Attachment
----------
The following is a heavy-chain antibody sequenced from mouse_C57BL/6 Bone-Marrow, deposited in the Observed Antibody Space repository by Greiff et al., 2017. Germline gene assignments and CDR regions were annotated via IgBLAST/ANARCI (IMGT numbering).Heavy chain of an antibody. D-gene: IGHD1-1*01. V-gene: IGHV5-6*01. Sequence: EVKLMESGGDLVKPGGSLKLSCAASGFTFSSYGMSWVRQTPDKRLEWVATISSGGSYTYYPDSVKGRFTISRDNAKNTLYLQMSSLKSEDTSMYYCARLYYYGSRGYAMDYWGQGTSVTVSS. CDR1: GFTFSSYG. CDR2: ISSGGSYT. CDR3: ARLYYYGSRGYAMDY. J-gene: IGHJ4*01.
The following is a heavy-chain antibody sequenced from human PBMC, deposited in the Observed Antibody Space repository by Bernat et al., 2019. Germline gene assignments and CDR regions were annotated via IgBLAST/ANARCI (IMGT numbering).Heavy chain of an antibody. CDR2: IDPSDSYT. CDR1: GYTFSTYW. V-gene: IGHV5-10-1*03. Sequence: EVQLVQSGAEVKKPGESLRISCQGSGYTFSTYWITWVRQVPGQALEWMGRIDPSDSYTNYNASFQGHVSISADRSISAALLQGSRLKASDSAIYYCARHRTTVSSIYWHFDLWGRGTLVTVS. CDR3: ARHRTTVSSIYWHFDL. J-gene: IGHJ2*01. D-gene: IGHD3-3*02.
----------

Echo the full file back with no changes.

The following is a heavy-chain antibody sequenced from mouse_C57BL/6 Bone-Marrow, deposited in the Observed Antibody Space repository by Greiff et al., 2017. Germline gene assignments and CDR regions were annotated via IgBLAST/ANARCI (IMGT numbering).Heavy chain of an antibody. D-gene: IGHD1-1*01. V-gene: IGHV5-6*01. Sequence: EVKLMESGGDLVKPGGSLKLSCAASGFTFSSYGMSWVRQTPDKRLEWVATISSGGSYTYYPDSVKGRFTISRDNAKNTLYLQMSSLKSEDTSMYYCARLYYYGSRGYAMDYWGQGTSVTVSS. CDR1: GFTFSSYG. CDR2: ISSGGSYT. CDR3: ARLYYYGSRGYAMDY. J-gene: IGHJ4*01.
The following is a heavy-chain antibody sequenced from human PBMC, deposited in the Observed Antibody Space repository by Bernat et al., 2019. Germline gene assignments and CDR regions were annotated via IgBLAST/ANARCI (IMGT numbering).Heavy chain of an antibody. CDR2: IDPSDSYT. CDR1: GYTFSTYW. V-gene: IGHV5-10-1*03. Sequence: EVQLVQSGAEVKKPGESLRISCQGSGYTFSTYWITWVRQVPGQALEWMGRIDPSDSYTNYNASFQGHVSISADRSISAALLQGSRLKASDSAIYYCARHRTTVSSIYWHFDLWGRGTLVTVS. CDR3: ARHRTTVSSIYWHFDL. J-gene: IGHJ2*01. D-gene: IGHD3-3*02.